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Pfizer forecasts big drop in revenue after record $100M COVID-led haul


Pfizer on Tuesday forecast a bigger-than-expected drop in sales of its COVID-19 vaccine and treatment for 2023, intensifying investor concerns over demand for the products as governments cut orders and work through inventories.

Chief Executive Albert Bourla said that 2023 ought to be a “transition 12 months” for Pfizer’s COVID products, before potentially returning to growth in 2024.

Pfizer’s total annual sales crossed the $100 billion mark for the primary time in 2022, driven by the greater than $56 billion in sales of its COVID-19 vaccine and Paxlovid antiviral treatment. It expects total 2023 revenue of $67 billion to $71 billion.

“We’re constructing on a big capital position that we all know learn how to deploy to create growth,” Bourla told analysts and investors on conference call. “We’re constructing an R&D engine that’s more productive than ever.”

The corporate launched five recent products last 12 months and hopes to introduce as many as 14 more over the subsequent 12 months and a half, including a vaccine for respiratory syncytial virus (RSV) and an mRNA flu vaccine.

Pfizer CEO Albert Bourla said that 2023 ought to be a “transition 12 months” for Pfizer’s COVID products, before potentially returning to growth in 2024.REUTERS

Pfizer shares were down barely at $43.53. The stock had tumbled 15% this month, through Monday’s close.

Citi analyst Andrew Baum said the corporate is struggling to flee its dependence on COVID drugs.

“We see little here to alter our cautious view on Pfizer’s ex-COVID business,” Baum said in a research note.

The decline in COVID-related revenue just isn’t the one headwind Pfizer is facing.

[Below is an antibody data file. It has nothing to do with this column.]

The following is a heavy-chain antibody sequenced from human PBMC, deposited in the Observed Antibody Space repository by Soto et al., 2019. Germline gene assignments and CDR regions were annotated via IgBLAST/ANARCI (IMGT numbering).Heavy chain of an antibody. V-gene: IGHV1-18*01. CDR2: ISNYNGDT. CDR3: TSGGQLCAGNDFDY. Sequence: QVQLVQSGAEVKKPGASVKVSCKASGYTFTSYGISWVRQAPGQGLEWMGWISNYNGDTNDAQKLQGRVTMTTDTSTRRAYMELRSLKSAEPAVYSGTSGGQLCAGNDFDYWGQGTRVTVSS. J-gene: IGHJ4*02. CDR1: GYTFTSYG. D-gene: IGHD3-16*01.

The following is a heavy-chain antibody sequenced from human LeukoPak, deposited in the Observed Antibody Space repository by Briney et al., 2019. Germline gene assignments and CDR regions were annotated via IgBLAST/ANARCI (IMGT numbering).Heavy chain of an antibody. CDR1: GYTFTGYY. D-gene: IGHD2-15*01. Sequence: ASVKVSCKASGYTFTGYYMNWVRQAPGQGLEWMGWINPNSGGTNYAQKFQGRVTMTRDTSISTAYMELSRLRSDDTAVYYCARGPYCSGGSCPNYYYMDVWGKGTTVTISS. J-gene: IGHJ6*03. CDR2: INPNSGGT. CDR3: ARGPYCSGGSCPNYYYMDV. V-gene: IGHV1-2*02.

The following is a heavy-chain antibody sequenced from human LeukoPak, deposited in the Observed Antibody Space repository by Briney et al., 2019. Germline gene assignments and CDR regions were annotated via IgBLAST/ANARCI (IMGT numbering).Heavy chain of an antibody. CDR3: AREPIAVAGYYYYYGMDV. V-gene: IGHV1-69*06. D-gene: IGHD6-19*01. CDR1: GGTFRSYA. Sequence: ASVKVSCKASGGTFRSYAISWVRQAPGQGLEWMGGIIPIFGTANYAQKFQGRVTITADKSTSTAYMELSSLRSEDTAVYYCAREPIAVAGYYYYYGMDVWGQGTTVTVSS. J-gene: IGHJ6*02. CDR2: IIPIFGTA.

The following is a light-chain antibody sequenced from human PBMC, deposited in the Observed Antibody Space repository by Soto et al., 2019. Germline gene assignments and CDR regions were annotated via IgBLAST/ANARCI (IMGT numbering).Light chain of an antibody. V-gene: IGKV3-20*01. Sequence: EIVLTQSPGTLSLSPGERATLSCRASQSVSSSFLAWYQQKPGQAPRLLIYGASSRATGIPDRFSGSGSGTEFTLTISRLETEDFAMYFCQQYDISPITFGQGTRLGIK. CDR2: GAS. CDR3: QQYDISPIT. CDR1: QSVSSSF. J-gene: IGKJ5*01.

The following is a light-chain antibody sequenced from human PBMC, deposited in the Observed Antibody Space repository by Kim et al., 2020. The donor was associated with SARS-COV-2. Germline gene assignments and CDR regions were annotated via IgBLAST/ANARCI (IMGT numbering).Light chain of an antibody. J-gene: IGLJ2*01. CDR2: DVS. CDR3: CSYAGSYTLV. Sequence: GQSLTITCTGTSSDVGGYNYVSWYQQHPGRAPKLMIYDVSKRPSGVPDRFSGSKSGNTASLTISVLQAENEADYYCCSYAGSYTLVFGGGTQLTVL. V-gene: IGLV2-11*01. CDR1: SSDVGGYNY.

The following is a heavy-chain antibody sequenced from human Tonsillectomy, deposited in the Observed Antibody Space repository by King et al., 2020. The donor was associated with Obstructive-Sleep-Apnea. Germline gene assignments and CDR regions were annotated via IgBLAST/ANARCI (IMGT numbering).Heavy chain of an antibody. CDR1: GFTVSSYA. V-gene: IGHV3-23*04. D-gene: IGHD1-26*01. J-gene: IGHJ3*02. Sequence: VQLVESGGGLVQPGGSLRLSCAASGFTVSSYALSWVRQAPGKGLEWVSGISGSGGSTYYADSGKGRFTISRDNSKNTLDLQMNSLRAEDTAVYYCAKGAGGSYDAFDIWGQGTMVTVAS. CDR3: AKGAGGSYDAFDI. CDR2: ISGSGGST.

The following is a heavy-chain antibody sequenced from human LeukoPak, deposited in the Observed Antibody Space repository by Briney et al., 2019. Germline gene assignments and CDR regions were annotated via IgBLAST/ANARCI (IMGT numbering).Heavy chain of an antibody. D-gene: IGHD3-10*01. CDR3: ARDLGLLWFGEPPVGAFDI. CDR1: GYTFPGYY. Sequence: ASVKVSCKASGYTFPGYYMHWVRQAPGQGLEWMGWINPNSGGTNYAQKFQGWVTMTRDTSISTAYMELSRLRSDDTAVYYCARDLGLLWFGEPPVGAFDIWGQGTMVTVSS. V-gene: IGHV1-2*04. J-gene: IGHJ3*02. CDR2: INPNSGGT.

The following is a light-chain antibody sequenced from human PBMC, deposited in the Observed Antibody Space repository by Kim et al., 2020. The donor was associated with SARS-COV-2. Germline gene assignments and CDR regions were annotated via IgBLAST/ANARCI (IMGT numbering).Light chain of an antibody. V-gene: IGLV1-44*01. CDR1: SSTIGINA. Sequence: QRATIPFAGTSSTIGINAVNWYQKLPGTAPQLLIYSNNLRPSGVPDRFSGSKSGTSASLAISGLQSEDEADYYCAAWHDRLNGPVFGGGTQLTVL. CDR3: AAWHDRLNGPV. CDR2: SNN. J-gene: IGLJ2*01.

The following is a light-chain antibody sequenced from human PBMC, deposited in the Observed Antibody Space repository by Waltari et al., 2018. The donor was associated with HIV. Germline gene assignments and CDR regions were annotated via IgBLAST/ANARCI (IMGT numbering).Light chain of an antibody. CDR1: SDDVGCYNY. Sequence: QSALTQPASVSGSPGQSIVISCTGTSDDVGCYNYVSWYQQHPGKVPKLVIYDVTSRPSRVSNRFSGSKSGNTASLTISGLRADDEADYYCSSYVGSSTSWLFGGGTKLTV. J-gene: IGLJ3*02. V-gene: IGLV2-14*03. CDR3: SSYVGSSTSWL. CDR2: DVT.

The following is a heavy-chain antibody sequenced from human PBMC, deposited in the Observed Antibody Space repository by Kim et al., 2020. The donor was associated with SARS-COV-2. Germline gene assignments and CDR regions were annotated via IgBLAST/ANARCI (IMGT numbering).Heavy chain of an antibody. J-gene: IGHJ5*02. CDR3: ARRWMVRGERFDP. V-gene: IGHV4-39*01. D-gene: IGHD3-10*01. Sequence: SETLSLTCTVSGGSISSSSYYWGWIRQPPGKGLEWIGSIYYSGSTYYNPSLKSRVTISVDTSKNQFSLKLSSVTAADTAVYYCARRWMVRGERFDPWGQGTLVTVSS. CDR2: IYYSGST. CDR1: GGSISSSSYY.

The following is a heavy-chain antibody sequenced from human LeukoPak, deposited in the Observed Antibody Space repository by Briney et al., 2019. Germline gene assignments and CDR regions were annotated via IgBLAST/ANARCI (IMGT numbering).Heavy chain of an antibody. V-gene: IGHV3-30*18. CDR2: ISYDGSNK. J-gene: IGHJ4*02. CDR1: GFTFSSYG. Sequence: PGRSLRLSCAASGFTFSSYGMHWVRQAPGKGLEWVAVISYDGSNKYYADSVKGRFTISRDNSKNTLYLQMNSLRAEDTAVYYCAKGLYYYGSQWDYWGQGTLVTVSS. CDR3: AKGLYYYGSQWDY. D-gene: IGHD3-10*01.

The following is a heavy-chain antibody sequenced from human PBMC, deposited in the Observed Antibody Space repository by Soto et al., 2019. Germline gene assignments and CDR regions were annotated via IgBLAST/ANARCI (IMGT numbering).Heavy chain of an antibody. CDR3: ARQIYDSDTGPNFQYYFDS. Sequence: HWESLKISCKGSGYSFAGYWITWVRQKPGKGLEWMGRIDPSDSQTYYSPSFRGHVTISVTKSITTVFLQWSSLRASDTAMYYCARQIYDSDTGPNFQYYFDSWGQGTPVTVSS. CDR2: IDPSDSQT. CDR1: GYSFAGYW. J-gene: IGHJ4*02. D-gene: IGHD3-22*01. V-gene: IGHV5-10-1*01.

The US drugmaker will lose patent protections for some big-selling drugs after 2025, including cancer treatment Ibrance and arthritis drug Xeljanz, and has said it expects to lose $17 billion in annual sales between 2025 and 2030 resulting from patent expirations.

Pfizer has turned to acquisitions equivalent to its $5.4 billion buyout of Global Blood Therapeutics and its $11.6 billion purchase of migraine drugmaker Biohaven to bolster its pipeline of future products.

A vial of the Pfizer-BioNTech COVID-19 vaccine.Pfizer forecast 2023 sales of $13.5 billion for its COVID-19 vaccine, below analysts’ estimates of $14.4 billion.AFP via Getty Images

Citi’s Baum said he expects Pfizer will use the spike in revenue from its COVID products to “intensify and upscale” its efforts to purchase other corporations or recent products to fill its pipeline.

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Excluding COVID-related sales, Pfizer expects 2023 revenue to grow 7% to 9%.

Pfizer developed its COVID-19 vaccine with German partner BioNTech, and the businesses split the profits. Pfizer forecast 2023 sales of $13.5 billion for his or her vaccine, below analysts’ estimates of $14.4 billion, and projected $8 billion in Paxlovid sales, in need of Wall Street’s expectation of $10.33 billion.

Bourla said the corporate expects to start out selling its COVID vaccine Comirnaty through business channels in the US within the second half of 2023, fairly than selling the shots on to the federal government. After that transition, the corporate hopes to roughly quadruple the US price of the vaccine.

Analysts and investors have been on the lookout for clarity on China demand for Paxlovid, where the drug is just covered by the country’s broad healthcare insurance plan until late March.

Pfizer said its current 2023 forecast for sales doesn’t assume any revenue from China after April 1, but Bourla said the corporate expects to supply Paxlovid within the private market there thereafter.

“There remains to be a chance for a market in China which could possibly be meaningful” outside of the country’s fundamental insurance channels, said BMO Analyst Evan Seigerman.

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